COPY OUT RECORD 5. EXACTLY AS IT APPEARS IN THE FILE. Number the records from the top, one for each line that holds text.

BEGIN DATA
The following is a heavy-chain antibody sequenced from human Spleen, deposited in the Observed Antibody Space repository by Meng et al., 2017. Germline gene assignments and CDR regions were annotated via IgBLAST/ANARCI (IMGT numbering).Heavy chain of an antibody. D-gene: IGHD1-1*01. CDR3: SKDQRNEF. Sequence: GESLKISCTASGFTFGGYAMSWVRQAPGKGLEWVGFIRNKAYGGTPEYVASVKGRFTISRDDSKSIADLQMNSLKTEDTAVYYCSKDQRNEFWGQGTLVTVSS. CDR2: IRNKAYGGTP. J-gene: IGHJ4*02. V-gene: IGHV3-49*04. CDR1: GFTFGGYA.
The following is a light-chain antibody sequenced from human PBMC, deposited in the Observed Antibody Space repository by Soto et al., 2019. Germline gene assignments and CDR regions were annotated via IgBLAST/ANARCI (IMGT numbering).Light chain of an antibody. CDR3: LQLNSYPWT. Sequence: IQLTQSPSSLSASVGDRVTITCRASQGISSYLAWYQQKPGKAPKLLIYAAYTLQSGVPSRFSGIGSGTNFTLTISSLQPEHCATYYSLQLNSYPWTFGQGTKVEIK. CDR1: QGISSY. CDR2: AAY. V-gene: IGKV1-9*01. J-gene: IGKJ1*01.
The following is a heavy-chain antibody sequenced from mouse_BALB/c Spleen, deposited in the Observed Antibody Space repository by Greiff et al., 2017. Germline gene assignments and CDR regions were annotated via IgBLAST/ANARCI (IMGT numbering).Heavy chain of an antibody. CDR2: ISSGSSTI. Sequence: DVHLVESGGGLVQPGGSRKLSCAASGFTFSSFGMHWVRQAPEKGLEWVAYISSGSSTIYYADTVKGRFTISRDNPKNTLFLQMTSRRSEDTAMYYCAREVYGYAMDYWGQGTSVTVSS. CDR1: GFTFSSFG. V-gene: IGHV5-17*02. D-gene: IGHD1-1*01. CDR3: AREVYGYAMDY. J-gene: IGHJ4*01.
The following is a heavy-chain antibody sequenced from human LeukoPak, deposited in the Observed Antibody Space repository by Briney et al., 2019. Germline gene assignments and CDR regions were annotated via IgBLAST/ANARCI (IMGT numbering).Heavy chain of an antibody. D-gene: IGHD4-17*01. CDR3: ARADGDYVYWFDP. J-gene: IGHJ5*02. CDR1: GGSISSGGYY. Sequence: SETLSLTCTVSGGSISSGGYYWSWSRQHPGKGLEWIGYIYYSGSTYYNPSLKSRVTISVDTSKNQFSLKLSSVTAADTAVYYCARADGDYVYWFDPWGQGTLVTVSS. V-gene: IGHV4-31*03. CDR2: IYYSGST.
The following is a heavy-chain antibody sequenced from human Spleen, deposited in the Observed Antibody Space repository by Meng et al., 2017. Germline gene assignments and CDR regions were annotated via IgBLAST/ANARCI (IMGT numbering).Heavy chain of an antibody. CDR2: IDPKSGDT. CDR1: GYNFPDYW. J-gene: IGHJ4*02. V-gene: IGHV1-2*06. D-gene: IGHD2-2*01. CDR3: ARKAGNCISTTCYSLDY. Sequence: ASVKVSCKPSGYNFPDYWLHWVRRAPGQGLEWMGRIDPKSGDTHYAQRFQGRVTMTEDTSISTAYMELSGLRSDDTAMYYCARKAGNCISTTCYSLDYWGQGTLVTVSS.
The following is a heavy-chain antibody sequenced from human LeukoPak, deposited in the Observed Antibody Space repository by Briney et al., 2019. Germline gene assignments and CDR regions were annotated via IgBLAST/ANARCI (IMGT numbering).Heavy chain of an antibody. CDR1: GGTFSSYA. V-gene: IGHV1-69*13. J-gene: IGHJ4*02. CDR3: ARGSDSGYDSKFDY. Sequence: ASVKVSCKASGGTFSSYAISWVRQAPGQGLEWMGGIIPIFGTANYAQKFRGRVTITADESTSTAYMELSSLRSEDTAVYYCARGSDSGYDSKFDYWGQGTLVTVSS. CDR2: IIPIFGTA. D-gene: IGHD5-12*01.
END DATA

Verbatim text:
The following is a heavy-chain antibody sequenced from human Spleen, deposited in the Observed Antibody Space repository by Meng et al., 2017. Germline gene assignments and CDR regions were annotated via IgBLAST/ANARCI (IMGT numbering).Heavy chain of an antibody. CDR2: IDPKSGDT. CDR1: GYNFPDYW. J-gene: IGHJ4*02. V-gene: IGHV1-2*06. D-gene: IGHD2-2*01. CDR3: ARKAGNCISTTCYSLDY. Sequence: ASVKVSCKPSGYNFPDYWLHWVRRAPGQGLEWMGRIDPKSGDTHYAQRFQGRVTMTEDTSISTAYMELSGLRSDDTAMYYCARKAGNCISTTCYSLDYWGQGTLVTVSS.